Abstract # 9:

Scheduled for Thursday, June 21, 2007 11:15 AM-11:30 AM: Session 1 (North Main Hall C/D) Oral Presentation

Dads Don't Pay for Sex but Do Buy the Milk: Food Sharing and Reproduction in Owl Monkeys (Aotus nancymaae)

C. K. Wolovich1, S. Evans2 and J. A. French3
1University of Miami, Department of Biology, Coral Gables, FL 33124-0421, USA, 2DuMond Conservancy for Primates and Tropical Forests, Inc., 3University of Nebraska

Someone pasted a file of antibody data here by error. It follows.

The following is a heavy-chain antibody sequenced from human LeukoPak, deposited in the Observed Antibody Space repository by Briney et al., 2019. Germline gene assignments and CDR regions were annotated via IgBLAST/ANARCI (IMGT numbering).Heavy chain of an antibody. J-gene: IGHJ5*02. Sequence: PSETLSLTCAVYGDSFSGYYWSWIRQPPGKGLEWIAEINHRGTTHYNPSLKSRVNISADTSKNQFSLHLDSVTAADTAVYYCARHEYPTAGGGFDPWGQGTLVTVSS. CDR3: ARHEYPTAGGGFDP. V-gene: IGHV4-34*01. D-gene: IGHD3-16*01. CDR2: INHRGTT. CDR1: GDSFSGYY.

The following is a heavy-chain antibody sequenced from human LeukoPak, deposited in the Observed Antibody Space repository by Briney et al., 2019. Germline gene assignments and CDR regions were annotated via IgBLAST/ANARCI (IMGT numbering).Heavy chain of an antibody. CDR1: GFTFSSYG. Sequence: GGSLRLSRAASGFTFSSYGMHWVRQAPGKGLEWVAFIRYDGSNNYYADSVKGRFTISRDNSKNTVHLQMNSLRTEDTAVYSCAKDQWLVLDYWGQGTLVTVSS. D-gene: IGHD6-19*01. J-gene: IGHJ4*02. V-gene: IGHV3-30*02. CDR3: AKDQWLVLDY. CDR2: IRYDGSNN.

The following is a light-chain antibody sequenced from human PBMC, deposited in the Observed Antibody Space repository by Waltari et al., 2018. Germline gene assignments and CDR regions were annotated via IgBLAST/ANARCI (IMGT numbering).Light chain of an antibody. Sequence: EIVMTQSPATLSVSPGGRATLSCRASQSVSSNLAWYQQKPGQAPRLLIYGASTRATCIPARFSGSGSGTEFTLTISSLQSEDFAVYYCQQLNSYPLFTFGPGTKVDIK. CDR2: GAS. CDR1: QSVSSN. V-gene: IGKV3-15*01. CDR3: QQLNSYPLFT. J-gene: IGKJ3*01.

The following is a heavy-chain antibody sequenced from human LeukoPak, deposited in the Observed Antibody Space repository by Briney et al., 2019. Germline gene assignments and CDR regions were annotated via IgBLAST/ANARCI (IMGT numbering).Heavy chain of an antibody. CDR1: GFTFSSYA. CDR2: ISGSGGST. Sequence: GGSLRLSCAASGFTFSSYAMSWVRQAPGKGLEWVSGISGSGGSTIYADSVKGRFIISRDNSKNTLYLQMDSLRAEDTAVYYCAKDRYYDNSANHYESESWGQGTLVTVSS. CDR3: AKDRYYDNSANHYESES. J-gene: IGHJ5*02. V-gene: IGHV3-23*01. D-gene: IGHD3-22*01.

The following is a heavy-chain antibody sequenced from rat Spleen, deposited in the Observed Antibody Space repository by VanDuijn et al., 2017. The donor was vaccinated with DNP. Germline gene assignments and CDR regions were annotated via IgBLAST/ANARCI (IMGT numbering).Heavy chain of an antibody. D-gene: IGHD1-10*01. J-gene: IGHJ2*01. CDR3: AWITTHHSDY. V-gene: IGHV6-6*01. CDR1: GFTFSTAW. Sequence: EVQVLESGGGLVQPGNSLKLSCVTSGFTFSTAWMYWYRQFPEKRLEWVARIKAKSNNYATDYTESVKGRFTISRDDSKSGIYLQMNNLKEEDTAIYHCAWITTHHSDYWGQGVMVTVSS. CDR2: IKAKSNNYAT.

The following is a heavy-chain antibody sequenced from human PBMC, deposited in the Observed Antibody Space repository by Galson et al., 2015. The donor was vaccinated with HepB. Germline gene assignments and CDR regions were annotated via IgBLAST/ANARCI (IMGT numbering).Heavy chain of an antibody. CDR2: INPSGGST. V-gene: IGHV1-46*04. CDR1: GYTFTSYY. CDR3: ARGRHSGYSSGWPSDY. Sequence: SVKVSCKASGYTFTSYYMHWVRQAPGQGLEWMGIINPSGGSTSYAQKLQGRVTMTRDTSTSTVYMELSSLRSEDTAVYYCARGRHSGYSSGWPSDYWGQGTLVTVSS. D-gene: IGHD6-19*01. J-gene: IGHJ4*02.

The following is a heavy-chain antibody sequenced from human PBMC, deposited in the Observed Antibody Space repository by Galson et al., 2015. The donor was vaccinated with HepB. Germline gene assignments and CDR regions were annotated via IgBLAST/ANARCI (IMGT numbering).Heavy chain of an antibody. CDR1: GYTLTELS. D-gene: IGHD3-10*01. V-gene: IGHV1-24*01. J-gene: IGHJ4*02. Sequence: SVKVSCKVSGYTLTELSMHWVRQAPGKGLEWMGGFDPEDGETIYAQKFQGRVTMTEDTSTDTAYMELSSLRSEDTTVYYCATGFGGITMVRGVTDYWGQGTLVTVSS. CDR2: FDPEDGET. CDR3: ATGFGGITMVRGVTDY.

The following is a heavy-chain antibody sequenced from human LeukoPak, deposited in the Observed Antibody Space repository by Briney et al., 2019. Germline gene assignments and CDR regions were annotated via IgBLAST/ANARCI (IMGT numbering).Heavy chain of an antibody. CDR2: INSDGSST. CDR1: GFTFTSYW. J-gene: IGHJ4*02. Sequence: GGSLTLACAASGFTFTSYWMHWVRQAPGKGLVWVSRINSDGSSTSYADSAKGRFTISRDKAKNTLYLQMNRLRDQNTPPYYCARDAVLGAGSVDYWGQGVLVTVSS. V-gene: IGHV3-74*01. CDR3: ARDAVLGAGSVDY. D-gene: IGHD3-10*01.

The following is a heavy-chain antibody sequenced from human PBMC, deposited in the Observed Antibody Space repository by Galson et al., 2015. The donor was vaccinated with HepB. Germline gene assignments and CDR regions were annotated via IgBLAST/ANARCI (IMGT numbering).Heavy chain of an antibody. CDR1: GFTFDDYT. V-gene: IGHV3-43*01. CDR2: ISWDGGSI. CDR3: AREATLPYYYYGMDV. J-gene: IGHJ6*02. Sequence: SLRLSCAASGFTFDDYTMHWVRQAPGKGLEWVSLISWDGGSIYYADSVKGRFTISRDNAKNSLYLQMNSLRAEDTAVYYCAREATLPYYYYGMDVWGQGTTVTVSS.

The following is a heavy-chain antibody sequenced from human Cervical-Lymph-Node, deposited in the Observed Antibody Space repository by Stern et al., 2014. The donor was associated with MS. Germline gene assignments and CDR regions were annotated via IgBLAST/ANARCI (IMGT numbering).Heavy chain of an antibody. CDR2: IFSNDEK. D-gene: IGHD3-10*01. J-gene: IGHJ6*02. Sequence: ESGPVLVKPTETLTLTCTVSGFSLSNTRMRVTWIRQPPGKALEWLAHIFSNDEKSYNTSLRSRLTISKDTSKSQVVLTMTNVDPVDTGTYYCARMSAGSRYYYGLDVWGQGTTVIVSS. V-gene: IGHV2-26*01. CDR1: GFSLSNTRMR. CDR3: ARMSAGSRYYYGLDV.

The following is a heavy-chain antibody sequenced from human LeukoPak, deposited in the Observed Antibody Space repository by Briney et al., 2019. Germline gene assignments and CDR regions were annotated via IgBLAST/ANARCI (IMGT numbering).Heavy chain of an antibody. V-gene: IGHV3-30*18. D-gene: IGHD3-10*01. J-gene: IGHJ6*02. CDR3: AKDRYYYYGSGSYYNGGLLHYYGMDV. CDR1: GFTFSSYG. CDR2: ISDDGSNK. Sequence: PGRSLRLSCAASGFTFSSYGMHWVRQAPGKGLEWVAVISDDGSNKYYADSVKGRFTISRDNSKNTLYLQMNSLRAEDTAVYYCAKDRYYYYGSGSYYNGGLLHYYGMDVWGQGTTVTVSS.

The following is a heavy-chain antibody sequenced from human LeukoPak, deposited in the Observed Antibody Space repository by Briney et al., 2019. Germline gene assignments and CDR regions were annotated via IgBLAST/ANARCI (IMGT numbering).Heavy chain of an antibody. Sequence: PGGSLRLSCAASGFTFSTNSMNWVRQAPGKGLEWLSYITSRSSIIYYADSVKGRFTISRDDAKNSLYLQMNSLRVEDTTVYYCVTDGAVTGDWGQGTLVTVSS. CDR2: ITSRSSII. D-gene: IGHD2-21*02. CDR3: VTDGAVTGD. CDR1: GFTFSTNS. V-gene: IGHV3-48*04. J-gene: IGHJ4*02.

Sharing food is costly and it is rare among unrelated individuals. Males may share food with unrelated females when that food may indirectly aid their offspring. Such benefits are known for insects and birds, but not for mammals. We examined the effect of female reproductive state (ovarian cycling; pregnancy; lactation) on food sharing between mates in the monogamous owl monkey, Aotus nancymaae. Male-female pairs (n=7) of captive owl monkeys at the DuMond Conservancy (Miami, FL USA) were regularly observed feeding from Oct 2003 – Nov 2004. To determine the onset and duration of pregnancy, urine was collected from females and analyzed for pregnanediol-3a glucuronide using enzyme immunoassay. Food transfers from females to males did not vary according to reproductive state [Friedman’s c2 =0.1, p=0.946]. Conversely, females most often begged for food when they were lactating [Friedman’s c2 =6.4, p=0.043], and males most often transferred food to their mates when they were lactating [Friedman’s c2 =7.7, p=0.021]. We found a significant negative relationship between the rate of transfers to females and interbirth intervals [Spearman’s Rank Order Correlation, r=-0.81, p<0.05], suggesting a potential effect of food sharing on reproductive success. Because owl monkeys are monogamous and males are relatively certain of paternity, they would benefit from ensuring that their mates receive adequate nutrition especially when it indirectly provides nutrition for offspring.